Image courtesy of Daniel Gaskill.
When it comes to climate change, there has been a persistent discrepancy between what computer models predict and what history tells us. Though computer models forecast a rise in temperature at the poles, these predictions are nowhere as extreme as what previous fossil studies had suggested: Earth’s poles may have been as warm as the tropics.
Daniel Gaskell, a micropaleontologist and expert in a field that studies microfossils, recently earned his PhD from Yale in the Department of Earth and Planetary Sciences. He emphasized the importance of ensuring that computer models are accurate since their predictions are used prevalently.
Gaskell investigated the fossils of an amoeba-like single-celled organism called foraminifera to assess temperature patterns over the past ninety-five million years. Foraminifera shells form fossils found on the seafloor. When foraminifera are alive, their shells incorporate prevalent oxygen isotopes into their calcium carbonate. Water temperature determines what oxygen isotopes, or different forms of the oxygen element, are available for incorporation.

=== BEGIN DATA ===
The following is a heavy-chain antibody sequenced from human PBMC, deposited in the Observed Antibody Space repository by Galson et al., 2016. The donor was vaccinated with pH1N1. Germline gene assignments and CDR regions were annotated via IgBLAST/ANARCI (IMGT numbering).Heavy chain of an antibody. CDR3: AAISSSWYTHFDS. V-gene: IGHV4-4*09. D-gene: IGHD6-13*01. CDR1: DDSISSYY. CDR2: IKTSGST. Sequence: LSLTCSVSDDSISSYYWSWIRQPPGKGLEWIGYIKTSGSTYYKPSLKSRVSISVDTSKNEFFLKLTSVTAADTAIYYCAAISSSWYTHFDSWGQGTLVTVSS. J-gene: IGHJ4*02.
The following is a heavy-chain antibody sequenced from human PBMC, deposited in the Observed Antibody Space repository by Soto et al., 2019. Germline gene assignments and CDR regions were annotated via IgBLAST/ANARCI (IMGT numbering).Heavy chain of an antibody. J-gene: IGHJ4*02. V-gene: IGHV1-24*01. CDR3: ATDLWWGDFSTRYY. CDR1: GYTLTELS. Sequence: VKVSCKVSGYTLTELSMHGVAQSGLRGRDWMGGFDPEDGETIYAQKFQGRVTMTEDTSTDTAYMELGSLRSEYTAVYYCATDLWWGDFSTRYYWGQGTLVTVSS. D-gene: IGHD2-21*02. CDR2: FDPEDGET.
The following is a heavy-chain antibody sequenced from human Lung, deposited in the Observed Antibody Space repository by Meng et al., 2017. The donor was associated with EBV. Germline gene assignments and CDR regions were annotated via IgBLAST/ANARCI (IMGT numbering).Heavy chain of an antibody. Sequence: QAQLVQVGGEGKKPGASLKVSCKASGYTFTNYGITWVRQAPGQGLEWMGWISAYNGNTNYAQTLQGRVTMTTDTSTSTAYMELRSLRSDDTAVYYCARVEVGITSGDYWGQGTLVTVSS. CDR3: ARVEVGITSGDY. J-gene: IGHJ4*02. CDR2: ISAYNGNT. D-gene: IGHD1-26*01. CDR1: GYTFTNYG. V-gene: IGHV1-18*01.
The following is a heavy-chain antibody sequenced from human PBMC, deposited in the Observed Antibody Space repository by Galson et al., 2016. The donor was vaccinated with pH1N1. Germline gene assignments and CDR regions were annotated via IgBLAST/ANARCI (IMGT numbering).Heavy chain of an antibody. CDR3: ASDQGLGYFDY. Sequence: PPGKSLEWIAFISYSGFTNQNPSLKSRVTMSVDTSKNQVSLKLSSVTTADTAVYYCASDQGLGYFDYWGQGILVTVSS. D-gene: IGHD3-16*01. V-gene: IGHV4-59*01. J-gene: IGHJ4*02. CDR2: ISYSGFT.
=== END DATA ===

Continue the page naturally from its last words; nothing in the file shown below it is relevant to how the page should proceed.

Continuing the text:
Using foraminifera shells from different time periods and locations as measurements for historical global temperature, Gaskell found that current computer models are more accurate than previously believed. The foraminifera data disagreed with past studies: temperatures at the poles did not match temperatures at the equator when global temperatures were hotter. “Our data are saying that the poles did get warm… but didn’t get nearly as warm as these previous reconstruction methods would predict,” Gaskell said.
Gaskell emphasized that while it is unlikely that the Arctic will become a tropical destination, climate change is still an important issue with many uncertainties.